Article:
This one binary searches for the surface of each component from its nucleus to far exterior in the direction of the target point. Finding the distance estimate in this solution is easy (just `length(point - nucleus) - length(surface - nucleus)`).

Finding the surface normal is harder: for circle-like components that become sphere-like the binary search ray direction is a close approximation, but cardioids are not sphere-like. One tangent is `i d/dz` at the boundary, but in the wrong frame... Mandel by Wolf Jung can do proper renormalization

will dig into its source code (GPL) soon

I implemented the attached with 3a multiplier map for hyperbolic components (page 15)

Later I will try to figure out 3b so I can also highlight the filaments that are owned by the mu-units.

Later still I'll try to use wakes to select one specific mu-unit, probably will try to highlight limbs first.

see also: (but I replicated the method behind this one (afaict, something to do with mapping the multiplier to the period 1 cardioid even outside the interior of the mu-unit's owning hyperbolic component) and the distortion of features is too great - there are halos around discs where the supposed mu-unit does not align with the true set shape).

refactored my bifurcation diagram (aka orbit diagram) generator to invoke ffmpeg itself, thus adding the ability to encode multiple segments for later seamless repetition to desired length. it's not true "infinite zoom", but a visually indistinguishable fake, and that's good enough for me.

also made it use the z:=z^2+c form, as the distortion of the x:=ax(1-x) form at low zoom levels was annoying me a lot.

these 3 videos rendered in 9mins at 640x360p25 with a density (average number of samples plotted per output pixel) of 1000. I have zoom outs too, and another set of 6 videos zooming to the period 3x island in antenna of period 3x island in antenna of ... limit point are still being rendered.

Looping animation made by sequencing key frames in the bifurcation diagram of the logistic map x := a x (1 - x), which is conjugate to the Mandelbrot set's quadratic polynomial x := x^2 + c.

The left hand edge of each keyframe is the parabolic root of a hyperbolic component (using jargon related to the Mandelbrot set). This can be found by Newton's method in 2 variables, starting from a nucleus of the relevant period (the animation starts 1, 2, 4, 8). The nucleus can be found by Newton's method in 1 variable, starting from a guess coordinate found by tracing external rays.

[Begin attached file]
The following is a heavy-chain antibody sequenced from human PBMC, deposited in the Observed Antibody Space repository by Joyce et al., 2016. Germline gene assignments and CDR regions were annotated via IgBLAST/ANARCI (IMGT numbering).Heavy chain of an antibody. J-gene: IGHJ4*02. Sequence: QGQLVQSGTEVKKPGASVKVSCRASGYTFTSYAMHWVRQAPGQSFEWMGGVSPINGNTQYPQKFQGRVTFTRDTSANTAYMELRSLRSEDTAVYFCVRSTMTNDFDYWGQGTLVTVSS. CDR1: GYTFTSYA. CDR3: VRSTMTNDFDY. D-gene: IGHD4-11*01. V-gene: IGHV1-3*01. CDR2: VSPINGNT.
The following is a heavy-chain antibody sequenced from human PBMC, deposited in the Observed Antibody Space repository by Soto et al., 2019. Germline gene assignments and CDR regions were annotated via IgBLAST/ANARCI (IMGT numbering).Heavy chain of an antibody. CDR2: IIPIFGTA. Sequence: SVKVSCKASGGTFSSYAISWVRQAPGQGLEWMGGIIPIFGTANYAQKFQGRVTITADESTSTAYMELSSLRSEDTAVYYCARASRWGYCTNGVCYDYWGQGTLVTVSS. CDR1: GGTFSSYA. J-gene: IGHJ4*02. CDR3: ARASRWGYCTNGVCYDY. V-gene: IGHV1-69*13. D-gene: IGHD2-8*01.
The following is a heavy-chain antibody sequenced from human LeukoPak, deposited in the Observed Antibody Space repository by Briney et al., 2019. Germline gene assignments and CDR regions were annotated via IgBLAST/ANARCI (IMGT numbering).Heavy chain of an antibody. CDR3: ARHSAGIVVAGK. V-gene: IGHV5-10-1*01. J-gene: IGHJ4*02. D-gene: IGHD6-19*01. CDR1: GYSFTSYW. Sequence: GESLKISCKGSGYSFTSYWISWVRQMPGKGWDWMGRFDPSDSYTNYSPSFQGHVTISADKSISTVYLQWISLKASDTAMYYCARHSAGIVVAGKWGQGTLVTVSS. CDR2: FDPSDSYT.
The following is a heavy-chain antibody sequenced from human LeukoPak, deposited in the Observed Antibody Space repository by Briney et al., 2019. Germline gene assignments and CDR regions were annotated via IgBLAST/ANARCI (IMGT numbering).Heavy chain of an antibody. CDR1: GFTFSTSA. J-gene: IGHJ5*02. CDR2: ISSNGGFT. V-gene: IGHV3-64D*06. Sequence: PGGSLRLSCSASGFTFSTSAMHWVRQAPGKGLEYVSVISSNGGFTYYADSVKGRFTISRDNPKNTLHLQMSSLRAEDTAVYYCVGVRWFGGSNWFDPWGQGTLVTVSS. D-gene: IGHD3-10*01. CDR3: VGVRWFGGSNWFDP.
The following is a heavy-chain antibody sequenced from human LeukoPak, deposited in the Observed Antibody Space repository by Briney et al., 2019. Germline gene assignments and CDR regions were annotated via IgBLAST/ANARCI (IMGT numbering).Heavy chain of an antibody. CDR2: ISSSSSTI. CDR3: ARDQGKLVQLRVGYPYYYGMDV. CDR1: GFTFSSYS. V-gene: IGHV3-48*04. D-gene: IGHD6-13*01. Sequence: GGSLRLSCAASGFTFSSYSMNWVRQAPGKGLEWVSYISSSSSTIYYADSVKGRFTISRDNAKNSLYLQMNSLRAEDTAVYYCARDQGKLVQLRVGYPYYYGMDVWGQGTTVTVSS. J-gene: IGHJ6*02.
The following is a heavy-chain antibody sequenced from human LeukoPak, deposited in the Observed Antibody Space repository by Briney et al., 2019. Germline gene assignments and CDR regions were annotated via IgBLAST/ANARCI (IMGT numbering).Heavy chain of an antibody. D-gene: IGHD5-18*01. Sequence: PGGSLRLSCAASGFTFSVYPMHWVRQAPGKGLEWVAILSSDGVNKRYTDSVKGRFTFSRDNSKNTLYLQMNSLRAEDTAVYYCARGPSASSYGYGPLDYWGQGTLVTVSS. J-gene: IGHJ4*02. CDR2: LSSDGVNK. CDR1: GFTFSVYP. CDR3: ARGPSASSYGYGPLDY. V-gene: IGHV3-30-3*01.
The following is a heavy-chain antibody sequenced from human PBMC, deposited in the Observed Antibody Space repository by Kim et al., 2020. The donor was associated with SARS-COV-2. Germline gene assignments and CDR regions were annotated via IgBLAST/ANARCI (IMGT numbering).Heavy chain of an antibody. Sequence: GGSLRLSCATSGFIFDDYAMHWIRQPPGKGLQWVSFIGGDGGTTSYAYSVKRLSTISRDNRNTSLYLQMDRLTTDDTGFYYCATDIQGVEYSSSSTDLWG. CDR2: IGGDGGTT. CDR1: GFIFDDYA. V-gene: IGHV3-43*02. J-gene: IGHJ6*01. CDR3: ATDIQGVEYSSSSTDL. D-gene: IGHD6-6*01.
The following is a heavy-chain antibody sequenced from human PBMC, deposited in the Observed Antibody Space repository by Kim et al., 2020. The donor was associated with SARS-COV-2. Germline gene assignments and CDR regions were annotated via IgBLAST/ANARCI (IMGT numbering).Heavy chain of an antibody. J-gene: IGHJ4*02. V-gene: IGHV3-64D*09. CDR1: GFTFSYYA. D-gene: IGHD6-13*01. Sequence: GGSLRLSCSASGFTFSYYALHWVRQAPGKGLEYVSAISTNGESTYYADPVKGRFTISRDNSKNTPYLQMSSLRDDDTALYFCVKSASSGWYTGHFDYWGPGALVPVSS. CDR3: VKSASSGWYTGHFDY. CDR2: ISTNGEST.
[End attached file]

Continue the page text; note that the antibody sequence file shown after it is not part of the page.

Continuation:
The right hand edge of each keyframe is a tuned / renormalized copy of the tip of the Mandelbrot antenna (c = -2 or a = 4). I found these coordinates by tracing external rays in the Mandelbrot set and then mapping c to a.

The top and bottom edges of the keyframes were found by iterating at the right hand edge and finding the two x that are closest (but not equal to) the starting point (the critical point x = 0.5). I think (not sure) these are at iteration numbers P and 2P, where P is the period of the "owning" hyperbolic component.

Interpolation between keyframes was done using Poincaré half-plane geodesics:

Feigenbaum constants are traditionally calculated for period doubling cascades, but they can also be calculated for period tripling cascades (p=3^k):

delta = limit of ratio of successive sizes of components ~= 55.24719485586328460
alpha = limit of ratio of succesive f_c^(3^{k-1})(0) ~= 9.277343959121408190
mu_infinity = limit of successive component centers ~= 3.854077963590777589

(almost surely not accurate to all digits, my calculation methods are susceptible to rounding errors and I used only machine native double precision, with 53 mantissa bits)

I used my mandelbrot-numerics library to compute these in the z:=z^2+c representation, the ratios transfer without alteration to the x:=rx(1-x) representation. transferring between c and r can be done by:
r = 1 + sqrt(1 - 4 * c)
c = (1 - (r - 1) ^ 2) / 4

the period tripling corresponds to this location in the Mandelbrot set:!q


playing around with rendering the bifurcation diagram of the logistic map x := a x (1 - x). only 128 lines of commented code.

using the two Feigenbaum constants for zoom in 'a' and 'x' and starting the zoom sufficiently deep, 'a' focused on the end of the first period-doubling cascade (and the critical point x=1/2), makes it loop almost perfectly.

there are two "zooms" in the animation, as "zooming once" flips it vertically.